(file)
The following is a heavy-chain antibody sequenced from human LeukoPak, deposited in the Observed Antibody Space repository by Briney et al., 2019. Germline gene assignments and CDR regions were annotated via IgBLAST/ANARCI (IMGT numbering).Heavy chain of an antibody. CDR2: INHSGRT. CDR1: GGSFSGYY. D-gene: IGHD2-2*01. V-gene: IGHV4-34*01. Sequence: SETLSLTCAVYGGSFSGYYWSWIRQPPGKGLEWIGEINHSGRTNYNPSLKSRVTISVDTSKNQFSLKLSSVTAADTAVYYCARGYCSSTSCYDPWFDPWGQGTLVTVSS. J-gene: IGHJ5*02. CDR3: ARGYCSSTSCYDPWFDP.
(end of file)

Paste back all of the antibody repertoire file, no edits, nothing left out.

The following is a heavy-chain antibody sequenced from human LeukoPak, deposited in the Observed Antibody Space repository by Briney et al., 2019. Germline gene assignments and CDR regions were annotated via IgBLAST/ANARCI (IMGT numbering).Heavy chain of an antibody. CDR2: INHSGRT. CDR1: GGSFSGYY. D-gene: IGHD2-2*01. V-gene: IGHV4-34*01. Sequence: SETLSLTCAVYGGSFSGYYWSWIRQPPGKGLEWIGEINHSGRTNYNPSLKSRVTISVDTSKNQFSLKLSSVTAADTAVYYCARGYCSSTSCYDPWFDPWGQGTLVTVSS. J-gene: IGHJ5*02. CDR3: ARGYCSSTSCYDPWFDP.